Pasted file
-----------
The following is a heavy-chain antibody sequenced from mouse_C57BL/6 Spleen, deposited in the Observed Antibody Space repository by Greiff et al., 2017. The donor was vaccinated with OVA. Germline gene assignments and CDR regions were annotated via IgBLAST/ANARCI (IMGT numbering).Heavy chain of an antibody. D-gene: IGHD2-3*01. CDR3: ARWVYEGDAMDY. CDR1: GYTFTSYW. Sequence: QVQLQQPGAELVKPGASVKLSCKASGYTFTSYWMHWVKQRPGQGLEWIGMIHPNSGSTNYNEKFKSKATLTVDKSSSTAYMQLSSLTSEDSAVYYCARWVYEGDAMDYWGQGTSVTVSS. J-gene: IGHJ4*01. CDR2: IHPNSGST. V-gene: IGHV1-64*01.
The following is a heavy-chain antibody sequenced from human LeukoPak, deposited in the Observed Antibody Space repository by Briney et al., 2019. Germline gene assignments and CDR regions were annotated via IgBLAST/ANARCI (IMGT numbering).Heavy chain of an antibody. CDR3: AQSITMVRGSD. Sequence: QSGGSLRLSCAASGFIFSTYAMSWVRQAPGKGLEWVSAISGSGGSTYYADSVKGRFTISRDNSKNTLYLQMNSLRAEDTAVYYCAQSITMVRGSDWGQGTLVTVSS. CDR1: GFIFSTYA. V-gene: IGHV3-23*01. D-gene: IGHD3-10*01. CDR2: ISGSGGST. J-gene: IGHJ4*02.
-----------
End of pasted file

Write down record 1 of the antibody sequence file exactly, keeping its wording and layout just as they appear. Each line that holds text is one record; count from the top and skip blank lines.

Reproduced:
The following is a heavy-chain antibody sequenced from mouse_C57BL/6 Spleen, deposited in the Observed Antibody Space repository by Greiff et al., 2017. The donor was vaccinated with OVA. Germline gene assignments and CDR regions were annotated via IgBLAST/ANARCI (IMGT numbering).Heavy chain of an antibody. D-gene: IGHD2-3*01. CDR3: ARWVYEGDAMDY. CDR1: GYTFTSYW. Sequence: QVQLQQPGAELVKPGASVKLSCKASGYTFTSYWMHWVKQRPGQGLEWIGMIHPNSGSTNYNEKFKSKATLTVDKSSSTAYMQLSSLTSEDSAVYYCARWVYEGDAMDYWGQGTSVTVSS. J-gene: IGHJ4*01. CDR2: IHPNSGST. V-gene: IGHV1-64*01.